So you’re planning on going to university, but you’re not sure what subject is right for you? If you don’t have a clear idea of a vocational career with a defined entry path, like medicine, it can be difficult to decide on a degree course – there are so many options out there, it can feel very overwhelming, and you might not even know where to start!

The key to choosing a subject to study at university is to pick something that you‘re interested in.

There’s no point studying something that you hate. If you don’t enjoy it, you won’t be motivated to put the required amount of effort in to succeed.

However, there are a few more things that it’s helpful to think about, and we’ve put together a list of 10 tips to help you!

Follow the steps below to start figuring out what your options might be.

  1. Take a look at what you are already studying. Make a list of all the subjects that you are currently studying, and think about which ones you enjoy the most. What is it about these subjects that you particularly enjoy? For example, if your favourite subject is English, do you prefer analysing poetry, or writing articles? If you love Maths, do you like statistics, or algebra?
  2. Now consider the subjects that you don’t enjoy as much. Think if there are any aspects of these subjects that you like more than the rest. For example, you may not enjoy History on the whole, but quite like the process of researching an essay, or arguing a controversial point.
  3. Consider your hobbies and other interests. Are you happiest when organising group events for your friends? Hate taking bookings at your part time job, but love chatting to customers?
  4. Using the same ideas, think about what your strengths are. Start with which subjects and areas you are particularly good at. Are you great at making a logical argument? Do you excel in drama lessons or class presentations in other subjects? Are you great at helping friends through tough situations? Praised for your creativity at work?
  5. Think about where these lists overlap? What aspects have you identified that you both enjoy, and are good at? Sometimes it might seem obvious – your favourite subject is English and you get your best grades in that work, so you should study English right? But take some time to reflect on the particular aspects of English that you enjoy and are good at? If you love writing factual pieces, have you considered looking into Journalism? If your strengths and interests are more linguistic, maybe you want the chance to pick up an entirely new language?
  6. Think about how different things on your lists could work together. Do you enjoy public speaking, and excel at creating reasoned arguments in your essays? Maybe you want to look into what studying Law might entail! Are you great at maths, and love thinking about the latest technology in your spare time? Perhaps it’s worth considering what studying Engineering could be like!
  7. Look at some university prospectuses. There are a huge number of degrees out there that you might not even know existed! If you see a subject name that catches your eye, read further, and see if it sounds like something you’d be interested in. No matter what your skills and interests are, there will be some way to use them at university.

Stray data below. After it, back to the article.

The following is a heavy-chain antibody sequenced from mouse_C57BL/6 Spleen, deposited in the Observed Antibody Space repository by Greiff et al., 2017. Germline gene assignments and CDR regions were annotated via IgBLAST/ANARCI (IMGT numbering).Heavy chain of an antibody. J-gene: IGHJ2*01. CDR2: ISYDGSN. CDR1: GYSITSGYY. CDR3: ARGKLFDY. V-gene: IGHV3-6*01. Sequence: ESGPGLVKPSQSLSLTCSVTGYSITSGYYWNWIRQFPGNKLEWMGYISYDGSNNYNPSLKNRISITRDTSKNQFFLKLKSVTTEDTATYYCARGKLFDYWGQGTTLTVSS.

8. Talk to your careers advisor, or guidance councillor. It’s their job to know more about what courses are available than you do. If you explain the skills and interests that you’ve just identified to them, they might be able to suggest something you’d never have imagined!
  9. Don’t pay too much attention to your friends and family. It’s great to discuss your thoughts with them, and they might have some different ideas for you, or uncover a hidden skill you hadn’t thought of. Don’t get sucked into studying Law just because that’s what your uncle thinks you should do though, or Psychology because your best friend thinks it sounds interesting. Do your own research, and remember that if you’re not interested in it, it’s not worth dedicating years to!
  10. Don’t forget Joint subjects. If you’re struggling to decide between different subjects, see if you can do both! Many universities will allow you take a joint course in, for example, History and French, or even Computer Science and Philosophy!

Most importantly, don’t panic! This is a big decision but there are plenty of resources out there to help you learn more about different degree courses. You can start here, by checking out our Explore resources, where you’ll find interviews with current students and descriptions of what studying certain subjects is actually like day to day, amongst many other things designed to help you make the most informed choice possible.

Studying a subject for three or more years is a big commitment, and we’d love everyone to get it right first time. Sometimes though, no matter how much thought you put in, how much research you do, and how much you’re convinced you know that this is the course for you, it just isn’t what you wanted.

Even if you have chosen something that’s really not for you, it’s not the end of the world! Lots of people change courses, change universities, and even go on to do second degrees, because they’ve only figured out what they want to do later in life. Whatever choice you make, you are never stuck with it, and you’ll learn a lot of valuable things along the way!